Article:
Thanks to the management of HLC International School, I had the opportunity of attending the conference conducted by CEC (Center for Exceptional Children) along with a colleague. This opportunity came at a time when Mirra was working on ways to take inclusion to the next level and thereby facilitate better learning for all children.

The four days at the conference was held at San Diego, California. The conference was directed at Inclusive Classrooms in schools. It comprised one day of workshop and three days of session strands of one hour durations. We attended 3 workshops and 16 sessions. All of these sessions and workshops were oriented towards facilitating learning in inclusive classrooms – be it teaching methods, helping students build social competence, classroom management, positive behavior management techniques, effective teaching of English, Math, Social Studies and Science, and so on.

“Co-teaching : Beyond the basics”  by Dr. Marilyn Friend  was one of the key workshops that benefitted us. Marilyn Friend, Ph.D., the speaker has spent her career as a general education teacher, special education teacher, teacher educator, and staff developer.

Co-teaching is a blend of different methods of teaching, which enables teachers to be more efficient in reaching out to children of varied needs. It helps them to share their workload and enable students to gain the most from the session being taught. Co-teaching is one of the most effective evidence-based practices used to cater to all children. The knowledge, information and resources that were gained from the workshop are of great help as we are implementing co-teaching in an inclusive school – HLC International – this year. We hope to use this method in at least two schools over the next two years.

How to use “Data-driven methods to build positive behavior support plans” in an inclusive classroom was a workshop that stressed the importance of observations and recordings as basis for understanding the magnitude of support needed and for arriving at strategies to foster pro-work behavior in children who presented educational or behavioural challenges. The key speaker was John Caliso, a special educator and psychologist.  We learnt that such direct observation and data helps to inform accurately the Individualised Educational Plans for children. The student inventory for behavior support (SIBS) offers a model to assess student readiness for the classroom and inform the development of IEPs.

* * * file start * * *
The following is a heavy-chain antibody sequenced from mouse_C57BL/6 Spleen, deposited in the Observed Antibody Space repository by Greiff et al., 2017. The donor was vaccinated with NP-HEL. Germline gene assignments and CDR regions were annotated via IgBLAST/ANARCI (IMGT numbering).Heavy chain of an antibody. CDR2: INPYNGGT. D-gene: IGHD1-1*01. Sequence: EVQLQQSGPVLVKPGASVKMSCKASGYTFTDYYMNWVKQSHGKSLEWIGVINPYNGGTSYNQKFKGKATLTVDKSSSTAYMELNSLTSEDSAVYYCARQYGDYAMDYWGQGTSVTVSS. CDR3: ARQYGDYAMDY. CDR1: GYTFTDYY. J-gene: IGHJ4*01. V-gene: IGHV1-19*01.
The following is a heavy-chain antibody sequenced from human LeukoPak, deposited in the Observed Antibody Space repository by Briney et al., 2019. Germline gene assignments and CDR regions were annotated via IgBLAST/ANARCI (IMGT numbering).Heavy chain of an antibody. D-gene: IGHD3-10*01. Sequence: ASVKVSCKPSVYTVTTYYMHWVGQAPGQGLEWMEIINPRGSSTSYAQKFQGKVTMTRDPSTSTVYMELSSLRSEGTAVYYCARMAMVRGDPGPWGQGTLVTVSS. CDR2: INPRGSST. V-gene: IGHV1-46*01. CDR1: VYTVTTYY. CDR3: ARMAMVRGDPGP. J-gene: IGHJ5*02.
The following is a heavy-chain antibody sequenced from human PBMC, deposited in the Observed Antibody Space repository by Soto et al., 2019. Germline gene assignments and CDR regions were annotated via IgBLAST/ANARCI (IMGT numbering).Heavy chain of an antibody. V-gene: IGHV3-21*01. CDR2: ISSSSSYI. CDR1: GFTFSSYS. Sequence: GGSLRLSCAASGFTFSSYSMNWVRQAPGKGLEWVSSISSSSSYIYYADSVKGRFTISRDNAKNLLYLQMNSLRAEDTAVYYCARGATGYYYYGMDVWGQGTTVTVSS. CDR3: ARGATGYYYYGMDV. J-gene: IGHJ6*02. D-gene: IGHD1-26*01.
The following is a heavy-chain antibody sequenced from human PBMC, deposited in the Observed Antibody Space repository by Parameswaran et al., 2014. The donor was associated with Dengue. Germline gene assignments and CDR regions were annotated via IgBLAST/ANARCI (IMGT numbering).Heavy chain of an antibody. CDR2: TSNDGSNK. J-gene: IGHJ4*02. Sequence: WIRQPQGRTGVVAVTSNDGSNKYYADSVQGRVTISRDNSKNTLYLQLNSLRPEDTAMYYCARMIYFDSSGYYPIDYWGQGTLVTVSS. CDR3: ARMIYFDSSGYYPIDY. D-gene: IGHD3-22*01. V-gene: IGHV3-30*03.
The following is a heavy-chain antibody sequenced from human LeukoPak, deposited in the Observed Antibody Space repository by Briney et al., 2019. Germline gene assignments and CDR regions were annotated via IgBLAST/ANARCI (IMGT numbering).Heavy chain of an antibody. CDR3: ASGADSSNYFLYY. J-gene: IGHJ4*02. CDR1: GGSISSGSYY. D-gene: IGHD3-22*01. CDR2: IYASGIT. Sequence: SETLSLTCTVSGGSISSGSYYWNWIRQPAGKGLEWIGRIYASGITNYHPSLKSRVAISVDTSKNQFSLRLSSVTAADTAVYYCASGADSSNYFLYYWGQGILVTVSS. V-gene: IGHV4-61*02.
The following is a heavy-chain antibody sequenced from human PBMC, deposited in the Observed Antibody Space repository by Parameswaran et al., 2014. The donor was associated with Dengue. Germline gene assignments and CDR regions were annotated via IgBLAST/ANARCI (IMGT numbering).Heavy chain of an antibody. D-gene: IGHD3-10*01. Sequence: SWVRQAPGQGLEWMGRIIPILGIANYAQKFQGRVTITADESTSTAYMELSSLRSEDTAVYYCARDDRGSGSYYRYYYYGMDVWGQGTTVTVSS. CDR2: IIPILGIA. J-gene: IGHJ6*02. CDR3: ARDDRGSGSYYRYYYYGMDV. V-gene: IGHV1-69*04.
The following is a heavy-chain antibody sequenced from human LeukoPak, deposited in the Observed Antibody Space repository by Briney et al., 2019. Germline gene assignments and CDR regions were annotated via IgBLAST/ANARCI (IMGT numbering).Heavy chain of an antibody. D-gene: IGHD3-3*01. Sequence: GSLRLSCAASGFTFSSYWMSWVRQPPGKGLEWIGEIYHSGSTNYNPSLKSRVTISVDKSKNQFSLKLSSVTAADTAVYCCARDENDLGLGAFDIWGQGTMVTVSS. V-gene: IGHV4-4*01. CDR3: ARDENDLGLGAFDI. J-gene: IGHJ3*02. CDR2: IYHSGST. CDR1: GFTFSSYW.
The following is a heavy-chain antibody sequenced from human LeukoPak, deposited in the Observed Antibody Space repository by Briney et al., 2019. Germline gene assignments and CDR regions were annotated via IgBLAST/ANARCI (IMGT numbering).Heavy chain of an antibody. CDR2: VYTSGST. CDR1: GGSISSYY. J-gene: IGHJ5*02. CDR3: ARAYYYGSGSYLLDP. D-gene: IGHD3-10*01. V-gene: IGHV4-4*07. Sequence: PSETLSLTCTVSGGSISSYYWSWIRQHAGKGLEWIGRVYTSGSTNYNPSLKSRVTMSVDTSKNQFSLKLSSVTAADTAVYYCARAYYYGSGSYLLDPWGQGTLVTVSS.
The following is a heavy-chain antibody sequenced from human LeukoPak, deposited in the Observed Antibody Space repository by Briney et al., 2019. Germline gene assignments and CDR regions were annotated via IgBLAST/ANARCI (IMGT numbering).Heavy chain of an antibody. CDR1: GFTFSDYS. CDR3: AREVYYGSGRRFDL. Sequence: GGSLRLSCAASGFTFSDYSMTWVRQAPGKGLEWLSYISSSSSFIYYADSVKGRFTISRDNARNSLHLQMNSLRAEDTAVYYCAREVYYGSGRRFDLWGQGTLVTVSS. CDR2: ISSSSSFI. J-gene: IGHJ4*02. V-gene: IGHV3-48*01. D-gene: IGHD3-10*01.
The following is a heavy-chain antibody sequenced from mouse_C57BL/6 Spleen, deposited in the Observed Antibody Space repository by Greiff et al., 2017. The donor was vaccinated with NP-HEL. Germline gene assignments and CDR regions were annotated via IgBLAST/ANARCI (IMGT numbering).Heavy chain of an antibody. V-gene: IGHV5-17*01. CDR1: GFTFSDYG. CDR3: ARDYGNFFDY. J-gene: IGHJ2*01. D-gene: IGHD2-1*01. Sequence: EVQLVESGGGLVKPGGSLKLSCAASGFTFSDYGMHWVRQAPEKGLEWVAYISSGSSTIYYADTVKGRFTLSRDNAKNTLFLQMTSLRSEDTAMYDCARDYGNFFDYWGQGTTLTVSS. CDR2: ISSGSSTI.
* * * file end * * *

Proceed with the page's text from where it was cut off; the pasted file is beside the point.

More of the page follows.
“Friendship 101: Helping Students build social competence” was a workshop that addressed the need to enhance the social competence of students with autism spectrum disorders and other developmental disabilities in the school environment. We analysed typical issues that the children face in socializing in the inclusive classroom; described important social targets for children and youth with autism spectrum disorders (ASD) and developmental delays (DD); came up with a range of instructional strategies to promote the social competence of these children.

The session on Soft skills elaborated on the top 8 soft skills for workplace readiness. The speaker Mike Schmitz emphasized that soft skills account for 85% success in life while hard skills (academic or technical training) account only for 15%. It is not enough to be highly trained in technical skills – what employers are looking for is interpersonal and relationship building skills that help people to communicate and collaborate effectively.  The top eight soft skills for workplace readiness, namely,  social skills, communication, team work, critical thinking, attitude, planning and organizing, professionalism, media etiquette were discussed. The learning during this session was how important emotional intelligence is and how it is related to soft skills. We are aware that we cannot ever lose sight of this. Therefore we are quite keen on adding to the existing curriculum, components of soft skills that will help all children learn holistically.

Other sessions were related to the teaching of English, math, science and social studies in primary grades – the specifics as well as generalization of concepts were discussed. In summary we feel better empowered to work holistically with the children with special needs in the classroom in a way that they are equipped emotionally as well as skillwise